It’s Not All About You

We, myself included, can easily forget that things are not necessarily a direct reflection on us. Sometimes people respond in a way that gives us reason to pause or upset us. Think back to an experience where a friend, colleague, or even a complete stranger said or did something that offended you. Our initial thought is to question ourselves. This is a natural response because if it’s something we’ve done to upset someone we can correct our behavior or explain ourselves. If it’s not about us then it’s not really in our control to fix.

Think about the following scenarios:

Someone isn’t as good of a friend to you as you hoped they would be when a close family member is diagnosed with a serious health condition. Maybe this person is not a bad friend but they have never experienced losing someone close to them and the thought of being in your shoes is too much to handle. Instead of being a comfort and a friend to lean on they shy away when you need them most.

A family member has a negative reaction when you share good news with them about your promotion at work. Maybe they feel stuck at their job so they point out all the negatives rather than celebrate with you.

A colleague responds harshly to a seemingly innocent question you asked them. Maybe that person was overwhelmed in the moment and could not handle any additional pressure.

One of your closest friends is not responding to your text messages. It may seem like it only takes two minutes to respond to someone but maybe that friend is extremely busy and he or she would rather wait until things calm down to give you the proper time to talk.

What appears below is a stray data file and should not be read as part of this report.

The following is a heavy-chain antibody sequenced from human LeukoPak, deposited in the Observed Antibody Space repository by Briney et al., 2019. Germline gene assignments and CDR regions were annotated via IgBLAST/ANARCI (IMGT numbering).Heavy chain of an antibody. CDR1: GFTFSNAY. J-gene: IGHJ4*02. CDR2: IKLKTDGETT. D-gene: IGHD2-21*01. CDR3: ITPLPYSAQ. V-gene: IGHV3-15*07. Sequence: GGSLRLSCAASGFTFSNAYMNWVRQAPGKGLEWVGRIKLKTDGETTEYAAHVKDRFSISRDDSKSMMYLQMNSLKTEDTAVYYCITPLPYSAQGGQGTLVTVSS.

I use these examples as a way to help you think about what could be going on for the other person. At the same time, I think it’s important to remember that sometimes it will be about us and something we have done wrong. A friend may be annoyed or mad at you and not know how to tell you. Instead they act out. It’s not always easy to confront a problem. I encourage you to gently ask that person what’s going on. Let them know you care about them and you’re not sure if you did anything to upset them but you wanted to check in because something felt a little off. Remind that person that you want the type of relationship where you can both be honest with one another about how you feel. Hopefully, they’ll open up to you about what the problem is between the two of you or what has been going on with them personally. Even if they’re not ready to talk to you they know you care and are there to listen. Respect that.

People, especially those close to us, are not usually trying to be mean or hurt us. Try to think about what’s going on for the other person and also remember you have the right to express how you’re feeling and what’s going on for you.

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